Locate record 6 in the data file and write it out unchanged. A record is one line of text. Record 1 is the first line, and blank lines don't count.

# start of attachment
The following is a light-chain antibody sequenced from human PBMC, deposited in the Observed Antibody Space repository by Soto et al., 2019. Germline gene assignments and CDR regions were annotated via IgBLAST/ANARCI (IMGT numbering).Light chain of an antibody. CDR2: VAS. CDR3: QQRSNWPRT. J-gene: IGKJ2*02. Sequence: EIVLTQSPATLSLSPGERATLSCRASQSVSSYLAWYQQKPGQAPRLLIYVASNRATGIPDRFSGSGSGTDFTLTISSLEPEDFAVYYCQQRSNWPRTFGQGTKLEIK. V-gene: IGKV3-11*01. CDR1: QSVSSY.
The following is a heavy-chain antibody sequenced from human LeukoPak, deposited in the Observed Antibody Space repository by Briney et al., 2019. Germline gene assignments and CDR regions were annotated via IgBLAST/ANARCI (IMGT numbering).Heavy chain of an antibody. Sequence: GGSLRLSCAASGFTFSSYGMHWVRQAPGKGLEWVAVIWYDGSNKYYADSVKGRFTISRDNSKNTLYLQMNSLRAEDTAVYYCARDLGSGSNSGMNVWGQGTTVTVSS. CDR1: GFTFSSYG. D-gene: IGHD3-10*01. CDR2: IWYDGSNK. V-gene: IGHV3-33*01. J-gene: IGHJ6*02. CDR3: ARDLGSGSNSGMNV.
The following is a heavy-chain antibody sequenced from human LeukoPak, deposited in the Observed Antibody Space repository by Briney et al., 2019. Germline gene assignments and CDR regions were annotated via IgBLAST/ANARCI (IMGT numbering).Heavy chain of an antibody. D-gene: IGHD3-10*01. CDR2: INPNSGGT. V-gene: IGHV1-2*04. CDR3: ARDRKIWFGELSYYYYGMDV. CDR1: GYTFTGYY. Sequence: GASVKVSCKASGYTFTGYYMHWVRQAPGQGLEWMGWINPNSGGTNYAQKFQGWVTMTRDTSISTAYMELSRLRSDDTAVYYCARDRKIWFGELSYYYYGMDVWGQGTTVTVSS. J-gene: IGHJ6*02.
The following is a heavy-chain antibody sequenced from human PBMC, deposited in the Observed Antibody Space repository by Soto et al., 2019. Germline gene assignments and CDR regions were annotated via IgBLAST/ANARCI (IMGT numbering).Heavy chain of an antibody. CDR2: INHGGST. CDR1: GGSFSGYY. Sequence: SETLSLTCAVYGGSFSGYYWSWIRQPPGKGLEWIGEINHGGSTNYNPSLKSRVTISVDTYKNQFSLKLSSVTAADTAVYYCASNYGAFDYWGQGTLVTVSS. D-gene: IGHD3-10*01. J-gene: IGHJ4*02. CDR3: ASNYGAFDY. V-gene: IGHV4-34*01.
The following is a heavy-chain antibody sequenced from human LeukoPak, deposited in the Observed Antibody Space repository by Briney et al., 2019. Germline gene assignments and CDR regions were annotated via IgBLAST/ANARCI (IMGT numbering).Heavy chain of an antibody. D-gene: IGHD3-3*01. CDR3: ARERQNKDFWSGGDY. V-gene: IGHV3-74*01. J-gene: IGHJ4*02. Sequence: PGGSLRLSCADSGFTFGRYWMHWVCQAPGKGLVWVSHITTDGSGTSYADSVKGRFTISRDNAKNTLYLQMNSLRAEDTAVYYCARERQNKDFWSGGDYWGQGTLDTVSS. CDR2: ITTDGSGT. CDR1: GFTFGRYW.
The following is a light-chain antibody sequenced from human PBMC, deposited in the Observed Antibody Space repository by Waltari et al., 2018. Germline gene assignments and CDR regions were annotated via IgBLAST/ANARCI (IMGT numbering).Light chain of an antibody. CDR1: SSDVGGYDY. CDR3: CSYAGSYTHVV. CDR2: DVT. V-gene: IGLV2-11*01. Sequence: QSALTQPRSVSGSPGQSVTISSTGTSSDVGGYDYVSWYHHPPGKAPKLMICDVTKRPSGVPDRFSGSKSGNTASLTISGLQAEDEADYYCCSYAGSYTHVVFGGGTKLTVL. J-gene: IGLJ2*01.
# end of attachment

The following is a light-chain antibody sequenced from human PBMC, deposited in the Observed Antibody Space repository by Waltari et al., 2018. Germline gene assignments and CDR regions were annotated via IgBLAST/ANARCI (IMGT numbering).Light chain of an antibody. CDR1: SSDVGGYDY. CDR3: CSYAGSYTHVV. CDR2: DVT. V-gene: IGLV2-11*01. Sequence: QSALTQPRSVSGSPGQSVTISSTGTSSDVGGYDYVSWYHHPPGKAPKLMICDVTKRPSGVPDRFSGSKSGNTASLTISGLQAEDEADYYCCSYAGSYTHVVFGGGTKLTVL. J-gene: IGLJ2*01.